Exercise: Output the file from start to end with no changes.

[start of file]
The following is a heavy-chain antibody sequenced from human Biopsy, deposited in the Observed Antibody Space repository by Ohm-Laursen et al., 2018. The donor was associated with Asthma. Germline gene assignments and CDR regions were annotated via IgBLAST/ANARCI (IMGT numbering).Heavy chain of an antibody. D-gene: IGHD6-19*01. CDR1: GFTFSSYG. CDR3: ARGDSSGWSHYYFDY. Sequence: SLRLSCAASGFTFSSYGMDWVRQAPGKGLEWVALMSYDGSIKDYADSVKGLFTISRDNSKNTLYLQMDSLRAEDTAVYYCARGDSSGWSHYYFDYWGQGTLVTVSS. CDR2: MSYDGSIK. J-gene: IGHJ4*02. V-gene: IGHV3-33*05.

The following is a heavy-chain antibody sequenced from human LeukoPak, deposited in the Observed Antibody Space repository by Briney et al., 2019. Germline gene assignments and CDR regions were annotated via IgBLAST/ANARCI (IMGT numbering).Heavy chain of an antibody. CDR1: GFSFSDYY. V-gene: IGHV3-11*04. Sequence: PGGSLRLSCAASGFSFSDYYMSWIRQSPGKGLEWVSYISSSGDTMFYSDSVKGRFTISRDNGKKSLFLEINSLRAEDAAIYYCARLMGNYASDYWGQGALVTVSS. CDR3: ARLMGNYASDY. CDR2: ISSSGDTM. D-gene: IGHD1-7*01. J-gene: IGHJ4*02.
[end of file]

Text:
The following is a heavy-chain antibody sequenced from human Biopsy, deposited in the Observed Antibody Space repository by Ohm-Laursen et al., 2018. The donor was associated with Asthma. Germline gene assignments and CDR regions were annotated via IgBLAST/ANARCI (IMGT numbering).Heavy chain of an antibody. D-gene: IGHD6-19*01. CDR1: GFTFSSYG. CDR3: ARGDSSGWSHYYFDY. Sequence: SLRLSCAASGFTFSSYGMDWVRQAPGKGLEWVALMSYDGSIKDYADSVKGLFTISRDNSKNTLYLQMDSLRAEDTAVYYCARGDSSGWSHYYFDYWGQGTLVTVSS. CDR2: MSYDGSIK. J-gene: IGHJ4*02. V-gene: IGHV3-33*05.

The following is a heavy-chain antibody sequenced from human LeukoPak, deposited in the Observed Antibody Space repository by Briney et al., 2019. Germline gene assignments and CDR regions were annotated via IgBLAST/ANARCI (IMGT numbering).Heavy chain of an antibody. CDR1: GFSFSDYY. V-gene: IGHV3-11*04. Sequence: PGGSLRLSCAASGFSFSDYYMSWIRQSPGKGLEWVSYISSSGDTMFYSDSVKGRFTISRDNGKKSLFLEINSLRAEDAAIYYCARLMGNYASDYWGQGALVTVSS. CDR3: ARLMGNYASDY. CDR2: ISSSGDTM. D-gene: IGHD1-7*01. J-gene: IGHJ4*02.